Elaine lives in the little Bedfordshire village of Tingrith.
Her passions are roaming in Mother Natures fields, going for long walks in sunshine, wind or rain.
Its where she finds much inspiration for her poetry, and also many wild and wonderful ingredients that she adds to her culinary creations and homemade cleaning/beauty products.
She can often be found along, and sometimes in hedgerows and ditches; holding conversations with nettle, which is one of her favourite ingredients she uses in her bread recipes.
Elaine loves nothing more than wandering slowly through the woods and fields, where she finds connection to the local fauna and flora.
She loves the simple approach to life, why complicate things? Enjoy the ride, wake up, smile and smell the flowers.
So this afternoon I decided to chop up conkers to make washing liquid for washing clothes.
I did this last year too, but I chose to use a food processor.
I broke my food processor. ?
The saying ‘tough nut’ is indeed most apt!!
So this year, I slowed right down, and as I cracked the nuts by hand, using a um….nut cracker, I thought of my ancestors: my grandmothers, great great women who may well have used conkers to wash their clothes with.
Taking time to do this by hand, brought to mind how much, and how many things we take for granted in our modern day to day lives.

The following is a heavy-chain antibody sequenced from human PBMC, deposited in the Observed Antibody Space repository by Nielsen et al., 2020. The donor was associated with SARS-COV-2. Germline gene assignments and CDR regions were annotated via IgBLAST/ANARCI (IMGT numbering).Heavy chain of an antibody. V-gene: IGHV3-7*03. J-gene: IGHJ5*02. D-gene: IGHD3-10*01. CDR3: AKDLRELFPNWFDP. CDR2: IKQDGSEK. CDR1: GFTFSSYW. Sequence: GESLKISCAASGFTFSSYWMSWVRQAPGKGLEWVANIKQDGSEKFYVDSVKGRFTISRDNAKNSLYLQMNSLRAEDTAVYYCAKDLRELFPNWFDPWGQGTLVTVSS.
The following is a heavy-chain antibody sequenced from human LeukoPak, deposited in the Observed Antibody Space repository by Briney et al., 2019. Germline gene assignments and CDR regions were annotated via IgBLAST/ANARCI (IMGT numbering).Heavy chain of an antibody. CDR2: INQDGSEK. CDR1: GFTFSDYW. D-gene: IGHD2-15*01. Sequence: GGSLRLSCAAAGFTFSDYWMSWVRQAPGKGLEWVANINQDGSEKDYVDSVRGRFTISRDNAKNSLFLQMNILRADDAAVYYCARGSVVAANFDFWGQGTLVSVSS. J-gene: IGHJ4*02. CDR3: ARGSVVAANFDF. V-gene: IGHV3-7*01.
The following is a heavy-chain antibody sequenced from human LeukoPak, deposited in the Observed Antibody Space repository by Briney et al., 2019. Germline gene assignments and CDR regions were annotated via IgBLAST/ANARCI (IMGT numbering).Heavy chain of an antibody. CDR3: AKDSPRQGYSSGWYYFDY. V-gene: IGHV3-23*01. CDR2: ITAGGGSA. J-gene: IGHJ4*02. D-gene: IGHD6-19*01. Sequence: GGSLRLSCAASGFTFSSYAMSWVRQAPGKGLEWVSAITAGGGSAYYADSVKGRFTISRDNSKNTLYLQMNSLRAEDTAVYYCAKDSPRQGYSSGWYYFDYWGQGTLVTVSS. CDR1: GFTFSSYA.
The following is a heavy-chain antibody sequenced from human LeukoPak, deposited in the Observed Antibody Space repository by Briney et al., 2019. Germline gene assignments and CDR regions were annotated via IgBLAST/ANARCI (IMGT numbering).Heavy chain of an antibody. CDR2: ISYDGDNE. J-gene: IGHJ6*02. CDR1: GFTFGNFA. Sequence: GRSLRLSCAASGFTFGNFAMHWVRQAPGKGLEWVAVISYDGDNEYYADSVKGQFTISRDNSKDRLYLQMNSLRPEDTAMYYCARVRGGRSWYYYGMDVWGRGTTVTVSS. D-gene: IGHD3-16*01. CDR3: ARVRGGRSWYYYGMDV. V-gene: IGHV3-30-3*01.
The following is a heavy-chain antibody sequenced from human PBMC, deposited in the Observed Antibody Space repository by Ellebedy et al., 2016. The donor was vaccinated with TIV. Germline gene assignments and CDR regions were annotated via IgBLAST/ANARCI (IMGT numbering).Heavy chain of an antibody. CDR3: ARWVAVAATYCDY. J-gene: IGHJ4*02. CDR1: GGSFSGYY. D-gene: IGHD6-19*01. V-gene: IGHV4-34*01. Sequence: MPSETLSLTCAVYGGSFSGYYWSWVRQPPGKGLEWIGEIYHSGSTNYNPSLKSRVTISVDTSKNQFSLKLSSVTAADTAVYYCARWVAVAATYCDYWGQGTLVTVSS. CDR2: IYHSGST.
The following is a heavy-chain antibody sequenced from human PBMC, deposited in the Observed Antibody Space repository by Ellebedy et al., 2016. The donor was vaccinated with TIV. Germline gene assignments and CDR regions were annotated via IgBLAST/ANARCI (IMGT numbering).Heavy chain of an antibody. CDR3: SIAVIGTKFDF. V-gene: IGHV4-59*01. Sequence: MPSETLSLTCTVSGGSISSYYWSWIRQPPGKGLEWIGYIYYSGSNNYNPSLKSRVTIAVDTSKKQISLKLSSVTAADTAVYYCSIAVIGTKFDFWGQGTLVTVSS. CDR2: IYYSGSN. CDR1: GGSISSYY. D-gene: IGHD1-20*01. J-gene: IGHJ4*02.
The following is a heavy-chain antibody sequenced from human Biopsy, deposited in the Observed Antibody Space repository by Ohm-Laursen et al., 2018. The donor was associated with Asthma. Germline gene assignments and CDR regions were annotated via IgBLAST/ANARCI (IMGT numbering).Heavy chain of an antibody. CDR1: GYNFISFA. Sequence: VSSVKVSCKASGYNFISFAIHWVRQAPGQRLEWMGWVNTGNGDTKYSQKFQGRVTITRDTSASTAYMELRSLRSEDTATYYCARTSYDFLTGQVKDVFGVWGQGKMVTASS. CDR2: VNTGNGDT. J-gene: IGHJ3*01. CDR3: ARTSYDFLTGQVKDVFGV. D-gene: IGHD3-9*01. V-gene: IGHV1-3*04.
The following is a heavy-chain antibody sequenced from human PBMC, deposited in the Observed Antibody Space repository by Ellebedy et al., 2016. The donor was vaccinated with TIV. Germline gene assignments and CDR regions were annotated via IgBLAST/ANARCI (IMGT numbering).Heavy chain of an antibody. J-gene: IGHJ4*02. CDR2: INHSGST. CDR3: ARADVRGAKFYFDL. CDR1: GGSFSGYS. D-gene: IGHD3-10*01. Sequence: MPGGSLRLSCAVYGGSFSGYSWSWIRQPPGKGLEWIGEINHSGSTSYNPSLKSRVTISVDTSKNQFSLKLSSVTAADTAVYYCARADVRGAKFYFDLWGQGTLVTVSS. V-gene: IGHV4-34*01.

Rush rush rush!
Autumnal fruits nuts and berries are gifted as a reminder to us to slow down, contemplate the long dark nights ahead, and of course, to save seed, make and store.
? the conkers are the seeds of Aesculus hippocastanum (Horsechestnut tree) and contain, (amongst other things) saponins, which create bubbles when water is added and the liquid is strained.
I have used this instead of usual washing powder and it is very good. (I’ve also added lavender oil to the liquid for a nice scent on the clothes, but it didn’t really smell any different so was kind of wasteful really)
40grms of dried conkers in a 500ml jar.
Fill jar to top with boiling water and soak for 30 mins
You will get a lovely creamy thick liquid. – this process can be repeated a couple of times to get the most out of your conkers.